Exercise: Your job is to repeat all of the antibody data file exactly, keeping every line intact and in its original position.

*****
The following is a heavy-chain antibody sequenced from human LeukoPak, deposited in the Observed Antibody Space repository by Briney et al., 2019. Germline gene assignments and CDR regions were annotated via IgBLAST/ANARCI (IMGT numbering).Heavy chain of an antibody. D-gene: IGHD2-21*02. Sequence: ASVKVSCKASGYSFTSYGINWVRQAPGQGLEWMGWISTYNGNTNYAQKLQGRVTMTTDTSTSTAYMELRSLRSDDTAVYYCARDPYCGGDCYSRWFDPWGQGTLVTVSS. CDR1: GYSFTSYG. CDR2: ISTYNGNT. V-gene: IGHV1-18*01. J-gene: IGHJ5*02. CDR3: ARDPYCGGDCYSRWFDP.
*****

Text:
The following is a heavy-chain antibody sequenced from human LeukoPak, deposited in the Observed Antibody Space repository by Briney et al., 2019. Germline gene assignments and CDR regions were annotated via IgBLAST/ANARCI (IMGT numbering).Heavy chain of an antibody. D-gene: IGHD2-21*02. Sequence: ASVKVSCKASGYSFTSYGINWVRQAPGQGLEWMGWISTYNGNTNYAQKLQGRVTMTTDTSTSTAYMELRSLRSDDTAVYYCARDPYCGGDCYSRWFDPWGQGTLVTVSS. CDR1: GYSFTSYG. CDR2: ISTYNGNT. V-gene: IGHV1-18*01. J-gene: IGHJ5*02. CDR3: ARDPYCGGDCYSRWFDP.